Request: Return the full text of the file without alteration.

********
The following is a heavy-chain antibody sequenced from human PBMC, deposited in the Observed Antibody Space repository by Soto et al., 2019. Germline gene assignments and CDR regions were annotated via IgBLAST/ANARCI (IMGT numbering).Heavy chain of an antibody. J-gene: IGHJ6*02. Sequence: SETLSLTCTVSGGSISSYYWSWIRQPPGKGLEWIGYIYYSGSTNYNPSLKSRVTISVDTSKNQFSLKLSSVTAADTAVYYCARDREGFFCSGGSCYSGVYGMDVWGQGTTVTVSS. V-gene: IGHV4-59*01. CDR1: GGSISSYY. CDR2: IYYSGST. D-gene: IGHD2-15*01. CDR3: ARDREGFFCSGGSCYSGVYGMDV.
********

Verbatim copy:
The following is a heavy-chain antibody sequenced from human PBMC, deposited in the Observed Antibody Space repository by Soto et al., 2019. Germline gene assignments and CDR regions were annotated via IgBLAST/ANARCI (IMGT numbering).Heavy chain of an antibody. J-gene: IGHJ6*02. Sequence: SETLSLTCTVSGGSISSYYWSWIRQPPGKGLEWIGYIYYSGSTNYNPSLKSRVTISVDTSKNQFSLKLSSVTAADTAVYYCARDREGFFCSGGSCYSGVYGMDVWGQGTTVTVSS. V-gene: IGHV4-59*01. CDR1: GGSISSYY. CDR2: IYYSGST. D-gene: IGHD2-15*01. CDR3: ARDREGFFCSGGSCYSGVYGMDV.